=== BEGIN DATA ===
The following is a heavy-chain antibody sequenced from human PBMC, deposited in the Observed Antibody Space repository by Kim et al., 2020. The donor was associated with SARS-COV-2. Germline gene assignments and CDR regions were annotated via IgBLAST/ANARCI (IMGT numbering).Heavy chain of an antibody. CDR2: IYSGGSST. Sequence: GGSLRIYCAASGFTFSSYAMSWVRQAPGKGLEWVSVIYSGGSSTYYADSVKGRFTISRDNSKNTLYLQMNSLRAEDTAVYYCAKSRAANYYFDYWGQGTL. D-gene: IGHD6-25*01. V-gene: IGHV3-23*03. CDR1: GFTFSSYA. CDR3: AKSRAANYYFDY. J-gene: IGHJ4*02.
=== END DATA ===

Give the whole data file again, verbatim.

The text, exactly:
The following is a heavy-chain antibody sequenced from human PBMC, deposited in the Observed Antibody Space repository by Kim et al., 2020. The donor was associated with SARS-COV-2. Germline gene assignments and CDR regions were annotated via IgBLAST/ANARCI (IMGT numbering).Heavy chain of an antibody. CDR2: IYSGGSST. Sequence: GGSLRIYCAASGFTFSSYAMSWVRQAPGKGLEWVSVIYSGGSSTYYADSVKGRFTISRDNSKNTLYLQMNSLRAEDTAVYYCAKSRAANYYFDYWGQGTL. D-gene: IGHD6-25*01. V-gene: IGHV3-23*03. CDR1: GFTFSSYA. CDR3: AKSRAANYYFDY. J-gene: IGHJ4*02.